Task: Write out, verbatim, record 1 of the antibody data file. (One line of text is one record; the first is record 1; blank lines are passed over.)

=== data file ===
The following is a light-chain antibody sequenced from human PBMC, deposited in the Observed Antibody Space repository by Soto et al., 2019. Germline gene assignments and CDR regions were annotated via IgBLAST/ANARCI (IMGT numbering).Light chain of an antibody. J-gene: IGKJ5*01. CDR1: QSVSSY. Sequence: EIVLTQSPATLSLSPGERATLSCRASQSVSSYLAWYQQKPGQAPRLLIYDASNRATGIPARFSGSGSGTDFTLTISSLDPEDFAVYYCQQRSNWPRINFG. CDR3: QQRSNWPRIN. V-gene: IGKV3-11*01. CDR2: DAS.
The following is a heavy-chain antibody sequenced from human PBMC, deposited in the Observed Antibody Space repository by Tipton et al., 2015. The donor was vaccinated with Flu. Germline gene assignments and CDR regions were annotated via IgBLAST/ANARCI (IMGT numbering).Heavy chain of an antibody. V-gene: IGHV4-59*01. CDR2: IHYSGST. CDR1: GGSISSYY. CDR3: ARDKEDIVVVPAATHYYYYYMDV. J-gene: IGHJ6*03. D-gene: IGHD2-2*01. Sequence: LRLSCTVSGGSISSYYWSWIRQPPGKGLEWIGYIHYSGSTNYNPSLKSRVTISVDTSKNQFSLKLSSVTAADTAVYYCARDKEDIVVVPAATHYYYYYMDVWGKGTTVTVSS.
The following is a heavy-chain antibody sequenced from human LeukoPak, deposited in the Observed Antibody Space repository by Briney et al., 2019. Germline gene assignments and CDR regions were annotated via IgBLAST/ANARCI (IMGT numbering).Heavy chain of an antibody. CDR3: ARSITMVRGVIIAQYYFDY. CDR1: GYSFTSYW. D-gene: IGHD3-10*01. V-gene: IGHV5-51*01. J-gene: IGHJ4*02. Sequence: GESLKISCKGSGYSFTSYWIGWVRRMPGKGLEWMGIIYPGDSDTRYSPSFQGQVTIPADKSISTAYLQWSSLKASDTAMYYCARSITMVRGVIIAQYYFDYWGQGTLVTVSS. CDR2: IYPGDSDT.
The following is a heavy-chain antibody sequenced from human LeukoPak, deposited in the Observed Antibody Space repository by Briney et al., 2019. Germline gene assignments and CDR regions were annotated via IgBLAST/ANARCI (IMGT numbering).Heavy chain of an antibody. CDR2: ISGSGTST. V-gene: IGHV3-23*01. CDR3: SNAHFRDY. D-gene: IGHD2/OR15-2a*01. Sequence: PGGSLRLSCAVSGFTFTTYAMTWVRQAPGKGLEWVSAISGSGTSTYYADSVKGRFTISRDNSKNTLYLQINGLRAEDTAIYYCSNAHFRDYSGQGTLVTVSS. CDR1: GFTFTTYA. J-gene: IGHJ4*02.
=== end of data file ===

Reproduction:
The following is a light-chain antibody sequenced from human PBMC, deposited in the Observed Antibody Space repository by Soto et al., 2019. Germline gene assignments and CDR regions were annotated via IgBLAST/ANARCI (IMGT numbering).Light chain of an antibody. J-gene: IGKJ5*01. CDR1: QSVSSY. Sequence: EIVLTQSPATLSLSPGERATLSCRASQSVSSYLAWYQQKPGQAPRLLIYDASNRATGIPARFSGSGSGTDFTLTISSLDPEDFAVYYCQQRSNWPRINFG. CDR3: QQRSNWPRIN. V-gene: IGKV3-11*01. CDR2: DAS.